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Integrative Pain Management for Optimal Patient Care

The Pain Practitioner October / November 2016

Can we look deeper to the root of pain? What’s Missing from this Puzzle? Heart Rate Variability, Chronic Pain, and Rehabilitating the Autonomic Nervous System Pain Management Groups: Remedy by the Dozens 2016 Annual Meeting Posters


For patients who need consistent analgesia plus tolerability, now you can help them

Experience living on film A different way to transition from short-acting to long-acting opioid therapy BELBUCA™ is the first and only Schedule III long-acting opioid that uses novel buccal film technology to deliver buprenorphine for appropriate patients living with chronic pain1*

About BELBUCA™ *BELBUCA™ (buprenorphine) buccal film is indicated for the management of pain severe enough to require daily, around-the-clock, long-term opioid treatment and for which alternative treatment options are inadequate. Limitations of Use ! Because of the risks of addiction, abuse, and misuse with opioids, even at recommended doses, and because of the greater risks of overdose and death with long-acting opioid formulations, reserve BELBUCA™ for use in patients for whom alternative treatment options (eg, non-opioid analgesics or immediate-release opioids) are ineffective, not tolerated, or would be otherwise inadequate to provide sufficient management of pain. ! BELBUCA™ is not indicated as an as-needed (prn) analgesic.

IMPORTANT SAFETY INFORMATION about BELBUCA™ WARNING: ADDICTION, ABUSE, and MISUSE; LIFE-THREATENING RESPIRATORY DEPRESSION; ACCIDENTAL EXPOSURE; and NEONATAL OPIOID WITHDRAWAL SYNDROME Addiction, Abuse, and Misuse BELBUCA™ exposes patients and other users to the risks of opioid addiction, abuse, and misuse, which can lead to overdose and death. Assess each patient’s risk prior to prescribing BELBUCA™, and monitor patients regularly for the development of these behaviors or conditions. Life-Threatening Respiratory Depression Serious, life-threatening, or fatal respiratory depression may occur with use of BELBUCA™. Monitor for respiratory depression, especially during initiation of BELBUCA™ or following a dose increase. Misuse or abuse of BELBUCA™ by chewing, swallowing, snorting, or injecting buprenorphine

CONTRAINDICATIONS BELBUCA™ is contraindicated in patients with: ! Significant respiratory depression ! Acute or severe bronchial asthma in an unmonitored setting or in the absence of resuscitative equipment ! Known or suspected gastrointestinal obstruction, including paralytic ileus ! Hypersensitivity (eg, anaphylaxis) to buprenorphine

extracted from the buccal film will result in the uncontrolled delivery of buprenorphine and pose a significant risk of overdose and death. Accidental Exposure Accidental exposure to even one dose of BELBUCA™, especially by children, can result in a fatal overdose of buprenorphine. Neonatal Opioid Withdrawal Syndrome Prolonged use of BELBUCA™ during pregnancy can result in neonatal opioid withdrawal syndrome, which may be life-threatening if not recognized and treated, and requires management according to protocols developed by neonatology experts. If opioid use is required for a prolonged period in a pregnant woman, advise the patient of the risk of neonatal opioid withdrawal syndrome and ensure that appropriate treatment will be available.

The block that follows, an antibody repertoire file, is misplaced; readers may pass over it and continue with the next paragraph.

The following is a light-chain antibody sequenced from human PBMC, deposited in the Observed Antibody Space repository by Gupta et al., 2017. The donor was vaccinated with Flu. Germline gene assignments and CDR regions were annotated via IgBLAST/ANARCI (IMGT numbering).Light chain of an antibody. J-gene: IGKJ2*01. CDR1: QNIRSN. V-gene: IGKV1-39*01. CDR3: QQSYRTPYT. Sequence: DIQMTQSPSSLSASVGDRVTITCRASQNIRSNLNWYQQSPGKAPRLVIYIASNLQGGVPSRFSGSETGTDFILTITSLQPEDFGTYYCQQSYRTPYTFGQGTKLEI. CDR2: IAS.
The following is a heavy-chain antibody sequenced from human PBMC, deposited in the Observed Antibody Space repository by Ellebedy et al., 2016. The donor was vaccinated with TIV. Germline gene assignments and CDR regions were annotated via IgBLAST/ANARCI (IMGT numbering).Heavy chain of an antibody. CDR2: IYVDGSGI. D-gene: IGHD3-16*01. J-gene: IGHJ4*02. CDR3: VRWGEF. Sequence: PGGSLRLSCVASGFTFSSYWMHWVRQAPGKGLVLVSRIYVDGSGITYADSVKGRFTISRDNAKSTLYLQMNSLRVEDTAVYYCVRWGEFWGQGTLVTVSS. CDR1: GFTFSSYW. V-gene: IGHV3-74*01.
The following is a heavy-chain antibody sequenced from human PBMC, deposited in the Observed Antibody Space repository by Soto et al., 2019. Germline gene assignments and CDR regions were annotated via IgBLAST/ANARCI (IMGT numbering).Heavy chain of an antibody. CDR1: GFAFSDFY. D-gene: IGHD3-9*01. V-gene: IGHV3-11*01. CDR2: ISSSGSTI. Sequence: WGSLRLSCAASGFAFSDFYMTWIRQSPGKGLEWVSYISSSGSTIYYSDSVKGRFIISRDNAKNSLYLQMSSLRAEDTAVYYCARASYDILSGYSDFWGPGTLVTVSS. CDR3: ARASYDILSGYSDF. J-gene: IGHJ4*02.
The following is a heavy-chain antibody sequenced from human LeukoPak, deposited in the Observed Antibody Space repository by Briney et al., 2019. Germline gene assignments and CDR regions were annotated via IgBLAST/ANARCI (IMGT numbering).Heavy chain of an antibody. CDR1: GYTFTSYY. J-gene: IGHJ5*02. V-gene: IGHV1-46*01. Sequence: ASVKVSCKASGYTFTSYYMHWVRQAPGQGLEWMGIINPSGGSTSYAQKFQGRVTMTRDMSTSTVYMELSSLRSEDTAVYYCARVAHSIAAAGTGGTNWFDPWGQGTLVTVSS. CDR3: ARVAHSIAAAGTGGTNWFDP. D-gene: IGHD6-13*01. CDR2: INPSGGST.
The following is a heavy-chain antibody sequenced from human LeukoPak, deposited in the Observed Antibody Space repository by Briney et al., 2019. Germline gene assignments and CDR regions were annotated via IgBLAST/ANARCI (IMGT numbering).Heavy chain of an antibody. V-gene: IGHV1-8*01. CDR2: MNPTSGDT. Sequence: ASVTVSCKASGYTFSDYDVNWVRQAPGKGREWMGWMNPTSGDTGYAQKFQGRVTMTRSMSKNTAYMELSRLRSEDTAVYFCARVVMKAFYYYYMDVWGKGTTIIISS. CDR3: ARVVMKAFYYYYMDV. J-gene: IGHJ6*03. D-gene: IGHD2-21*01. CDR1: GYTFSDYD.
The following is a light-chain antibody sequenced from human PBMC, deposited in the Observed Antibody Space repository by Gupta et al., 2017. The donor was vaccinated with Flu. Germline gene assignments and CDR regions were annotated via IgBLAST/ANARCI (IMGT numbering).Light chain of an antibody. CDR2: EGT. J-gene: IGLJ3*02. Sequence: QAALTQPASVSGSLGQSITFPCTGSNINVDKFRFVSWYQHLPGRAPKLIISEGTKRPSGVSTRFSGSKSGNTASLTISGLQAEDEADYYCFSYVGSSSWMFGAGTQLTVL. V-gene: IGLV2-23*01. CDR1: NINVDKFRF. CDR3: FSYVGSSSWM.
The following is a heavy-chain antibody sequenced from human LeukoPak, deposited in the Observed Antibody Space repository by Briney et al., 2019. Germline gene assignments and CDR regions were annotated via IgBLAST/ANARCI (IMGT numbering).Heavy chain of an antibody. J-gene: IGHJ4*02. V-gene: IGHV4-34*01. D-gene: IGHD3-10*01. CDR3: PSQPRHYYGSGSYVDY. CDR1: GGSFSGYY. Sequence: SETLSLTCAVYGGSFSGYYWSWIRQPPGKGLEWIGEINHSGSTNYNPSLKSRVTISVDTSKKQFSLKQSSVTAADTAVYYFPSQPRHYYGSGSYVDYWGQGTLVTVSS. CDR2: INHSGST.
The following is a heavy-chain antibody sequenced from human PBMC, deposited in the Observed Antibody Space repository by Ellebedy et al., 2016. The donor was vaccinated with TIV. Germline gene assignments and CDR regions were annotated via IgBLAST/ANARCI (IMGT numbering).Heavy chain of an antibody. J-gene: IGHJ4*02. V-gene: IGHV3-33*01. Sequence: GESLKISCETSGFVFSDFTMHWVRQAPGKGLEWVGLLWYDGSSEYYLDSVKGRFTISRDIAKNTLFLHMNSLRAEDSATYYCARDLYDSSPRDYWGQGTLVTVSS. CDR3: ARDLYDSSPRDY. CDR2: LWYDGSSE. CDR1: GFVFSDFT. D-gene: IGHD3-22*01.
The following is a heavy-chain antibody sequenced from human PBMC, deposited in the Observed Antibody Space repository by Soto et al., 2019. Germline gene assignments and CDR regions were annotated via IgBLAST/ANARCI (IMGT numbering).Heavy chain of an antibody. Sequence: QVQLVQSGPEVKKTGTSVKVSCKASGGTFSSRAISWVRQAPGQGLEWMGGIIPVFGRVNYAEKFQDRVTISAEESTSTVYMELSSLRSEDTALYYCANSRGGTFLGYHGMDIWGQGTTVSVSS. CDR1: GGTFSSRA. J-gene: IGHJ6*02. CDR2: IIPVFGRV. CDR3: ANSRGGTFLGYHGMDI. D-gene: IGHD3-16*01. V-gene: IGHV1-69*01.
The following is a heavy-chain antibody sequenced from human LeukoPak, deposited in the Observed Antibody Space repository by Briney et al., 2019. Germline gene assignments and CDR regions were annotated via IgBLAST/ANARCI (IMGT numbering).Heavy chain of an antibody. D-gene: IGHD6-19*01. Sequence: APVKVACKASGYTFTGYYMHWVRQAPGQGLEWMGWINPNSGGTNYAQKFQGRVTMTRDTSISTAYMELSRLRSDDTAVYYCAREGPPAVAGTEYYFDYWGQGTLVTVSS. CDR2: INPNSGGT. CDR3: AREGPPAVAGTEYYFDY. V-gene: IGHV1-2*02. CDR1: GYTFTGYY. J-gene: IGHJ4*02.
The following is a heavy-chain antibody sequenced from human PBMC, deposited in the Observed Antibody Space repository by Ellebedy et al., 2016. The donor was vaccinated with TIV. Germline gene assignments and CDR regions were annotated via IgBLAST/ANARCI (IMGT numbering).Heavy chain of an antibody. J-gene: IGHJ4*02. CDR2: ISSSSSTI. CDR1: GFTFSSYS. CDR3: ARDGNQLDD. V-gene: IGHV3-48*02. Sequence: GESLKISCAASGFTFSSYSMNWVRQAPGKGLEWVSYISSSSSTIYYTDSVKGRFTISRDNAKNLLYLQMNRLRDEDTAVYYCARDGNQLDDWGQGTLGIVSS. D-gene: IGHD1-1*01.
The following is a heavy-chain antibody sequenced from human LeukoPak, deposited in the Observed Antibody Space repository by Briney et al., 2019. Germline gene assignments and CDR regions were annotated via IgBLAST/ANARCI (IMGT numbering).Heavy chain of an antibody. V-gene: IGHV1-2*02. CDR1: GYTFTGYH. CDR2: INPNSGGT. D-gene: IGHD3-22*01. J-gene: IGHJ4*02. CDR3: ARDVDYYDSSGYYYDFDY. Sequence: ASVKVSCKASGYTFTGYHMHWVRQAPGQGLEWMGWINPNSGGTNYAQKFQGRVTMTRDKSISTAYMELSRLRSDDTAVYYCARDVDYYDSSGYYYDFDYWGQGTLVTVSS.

WARNINGS AND PRECAUTIONS Addiction, Abuse, and Misuse ! BELBUCA™ contains buprenorphine, a Schedule III controlled substance. As an opioid, BELBUCA™ exposes users to the risks of addiction, abuse, and misuse.

Reference: 1. BELBUCA™ (Prescribing Information). Malvern, PA: Endo Pharmaceuticals Inc; December 2015.


Find out how to transition appropriate patients onto long-acting BELBUCA™ at BELBUCAfilm.com

A different path forward ! Assess each patient’s risk for opioid addiction, abuse, or misuse prior to prescribing BELBUCA™, and monitor all patients receiving BELBUCA™ for the development of these behaviors or conditions. Risks are increased in patients with a personal or family history of substance abuse (including drug or alcohol abuse or addiction) or mental illness (eg, major depression). The potential for these risks should not, however, prevent the proper management of pain in any given patient. Patients at increased risk may be prescribed BELBUCA™, but use in such patients necessitates intensive counseling about the risks and proper use of BELBUCA™, along with intensive monitoring for signs of addiction, abuse, or misuse. ! Although the risk of addiction in any individual is unknown, it can occur in patients appropriately prescribed BELBUCA™ and in those who obtain the drug illicitly. Addiction can occur at recommended doses and if the drug is misused or abused. ! Abuse or misuse of BELBUCA™ by swallowing may cause choking, overdose, and death. ! Opioid agonists such as BELBUCA™ are sought by drug abusers and people with addiction disorders and are subject to criminal diversion. Strategies to reduce the risk include prescribing the drug in the smallest appropriate quantity and advising the patient on the proper disposal of unused drug. ! Contact a local state professional licensing board or state controlled substances authority for information on how to prevent and detect abuse or diversion of this product.